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Over the last 18 months, our mental health and wellbeing have been stretched to their absolute limits.

Over the last 18 months, our mental health and wellbeing have been stretched to their absolute limits.

The Covid-19 pandemic and subsequent lockdown restrictions have had a profound impact on people the world over.

As we are inherently social beings, the changes brought about by ongoing efforts to curb the spread of the pandemic have had quite an effect on mental health and wellbeing.

For students, this period has been an extraordinary one.

Between their academic obligations, there have been attempts at a student life, and having to ride the accompanying waves of emotional and mental strife that are part of the current period.

Various data sources have shown how mental health, in general, needs to have a sharper focus, as depression, among others, has emerged as one of the biggest challenges students are contending with.

This needs foregrounding and, frankly, all hands on deck.

Depressive and anxiety symptoms associated with bereavement, loneliness and perceived social isolation are among the biggest challenges with which student counsellors at Nelson Mandela University’s Emthonjeni Student Wellness have had to assist.

These issues are related to being confined in small spaces, not being around loved ones and peers, continued online learning that may limit human connections and losing significant people in their lives.

Several students seen by the team have shown signs of cabin fever similar to those noted in solitary confinement.

These are also affecting students’ ability to perform academically because, for some, a trauma such as the death of a loved one occurring while they are studying could result in studying becoming a trigger which adversely affects the student’s chances of academic progression.

As the university’s Learning and Teaching Collaborative for Success (LT Collab), we are working to put students’ mental health at the centre of our efforts as it is one of the biggest risks to both the university and the higher education system.

Emthonjeni Student Wellness staff have been working hard using a hybrid approach to assist students.

Most sessions, including psychological emergency care, happens mask to mask, while other sessions are held mostly through tele-psychological care.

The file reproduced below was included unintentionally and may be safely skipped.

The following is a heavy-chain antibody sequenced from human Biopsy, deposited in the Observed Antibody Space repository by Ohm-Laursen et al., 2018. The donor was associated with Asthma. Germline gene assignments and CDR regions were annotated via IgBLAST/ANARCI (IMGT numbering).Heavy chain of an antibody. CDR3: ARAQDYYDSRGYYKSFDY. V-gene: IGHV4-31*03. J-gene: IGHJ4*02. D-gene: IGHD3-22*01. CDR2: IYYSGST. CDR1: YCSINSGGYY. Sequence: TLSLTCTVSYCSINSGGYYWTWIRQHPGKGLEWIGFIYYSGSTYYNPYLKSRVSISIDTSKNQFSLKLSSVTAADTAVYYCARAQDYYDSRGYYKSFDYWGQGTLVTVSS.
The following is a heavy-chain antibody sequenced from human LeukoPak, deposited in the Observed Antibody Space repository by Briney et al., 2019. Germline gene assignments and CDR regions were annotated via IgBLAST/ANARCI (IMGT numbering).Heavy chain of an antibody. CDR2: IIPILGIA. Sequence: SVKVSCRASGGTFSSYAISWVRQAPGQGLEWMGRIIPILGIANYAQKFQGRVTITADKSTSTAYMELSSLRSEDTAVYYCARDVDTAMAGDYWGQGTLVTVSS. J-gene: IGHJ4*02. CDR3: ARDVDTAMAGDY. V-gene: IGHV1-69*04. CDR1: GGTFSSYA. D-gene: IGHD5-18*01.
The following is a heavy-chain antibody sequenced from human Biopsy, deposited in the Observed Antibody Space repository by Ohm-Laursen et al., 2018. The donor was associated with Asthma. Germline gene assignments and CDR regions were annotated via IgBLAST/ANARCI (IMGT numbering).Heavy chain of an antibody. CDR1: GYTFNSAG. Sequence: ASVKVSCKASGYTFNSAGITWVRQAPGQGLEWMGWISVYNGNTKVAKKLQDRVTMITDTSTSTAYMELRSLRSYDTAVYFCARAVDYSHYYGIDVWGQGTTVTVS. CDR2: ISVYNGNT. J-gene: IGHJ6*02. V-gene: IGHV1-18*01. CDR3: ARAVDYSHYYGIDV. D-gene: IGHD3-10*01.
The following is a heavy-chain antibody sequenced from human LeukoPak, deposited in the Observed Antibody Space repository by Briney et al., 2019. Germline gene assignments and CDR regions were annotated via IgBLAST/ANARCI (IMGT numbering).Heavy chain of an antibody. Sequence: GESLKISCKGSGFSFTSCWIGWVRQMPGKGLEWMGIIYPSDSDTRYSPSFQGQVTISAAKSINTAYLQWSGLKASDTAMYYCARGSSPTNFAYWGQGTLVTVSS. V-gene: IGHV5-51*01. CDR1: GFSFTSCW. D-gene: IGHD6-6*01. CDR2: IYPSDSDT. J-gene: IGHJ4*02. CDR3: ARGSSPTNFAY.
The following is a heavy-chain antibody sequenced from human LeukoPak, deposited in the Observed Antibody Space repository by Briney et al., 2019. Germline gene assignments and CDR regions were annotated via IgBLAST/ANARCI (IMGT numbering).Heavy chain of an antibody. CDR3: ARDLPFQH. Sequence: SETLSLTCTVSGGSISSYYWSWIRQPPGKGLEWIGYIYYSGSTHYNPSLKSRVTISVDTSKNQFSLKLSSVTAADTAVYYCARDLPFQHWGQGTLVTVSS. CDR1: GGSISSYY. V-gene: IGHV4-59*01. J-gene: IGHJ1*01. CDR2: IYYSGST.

Covid-19 and the prevailing lockdown conditions affected the traditional, face-to-face support rendered to students by Emthonjeni Student Wellness.

The centre changed things up to ensure support remains available online to students — in groups or individually — needing it in this challenging period.

We worked to ensure we have dedicated and easy-to-access support services available to all within the university, and have been encouraged to see these resources being used.

What is of increasing concern is the rate of suicide among students.

We recently lost a student to suicide, the second one this year, and have been aware of more suicide attempts as well as suicidal thoughts.

Other self-injurious behaviours, like wrist slitting or numbing through pain medication, have also been seen and these are at times used by students to reduce emotional pressures.

Developmentally, most students are emerging adults who are living, learning and negotiating transitions to adulthood.

Some are experimenting with substances, including gateway drugs and alcohol, as coping mechanisms.

We have seen a rise in personality disorders, especially borderline personality disorder, causing difficulty functioning in everyday life.

An urgent response is needed to respond to this silent pandemic, which the recently commemorated World Mental Health Day sought to highlight.

We need a strong message and intervention similar to the one seen when managing Covid-19.

In our ongoing efforts to deal with this silent pandemic, which we take very seriously, we have ensured that our students, in particular, are aware that help is just a person, phone call, WhatsApp or email away.

An online booking system was created to ensure ease of access.

From January to December 2020, Emthonjeni Student Wellness consulted with 4,153 students in individual and group interventions, and in 2021, by the end of August, it had assisted 2,198 students.

Crisis intervention, hospital admission, , stress-related conditions, suicidal tendencies, gender-based violence, anxiety and depression are among issues dealt with by the team.

Group sessions are also offered in the form of webinars, posters, memos, Facebook and Instagram posts, and other social media target streams.

While these efforts may seem like a drop in the ocean when it comes to tackling mental health issues, particularly among young people, it is hugely encouraging that there is growing awareness about this subject.

As the extent of mental illness gets attention in the higher education sector, we need to come up with practical ways of effectively dealing with this issue, which is not exclusive to the sector but a societal issue as well.

This article appeared in The Herald (South Africa) on 15 October 2021 wriiten by Dr Phumeza Kota-Nyati, the Dean of Learning and Teaching at Nelson Mandela University, and was previously the director of Emthonjeni Student Wellness.

Contact information
Ms Phumeza Kota-Nyati
Tel: 27 41 504 2334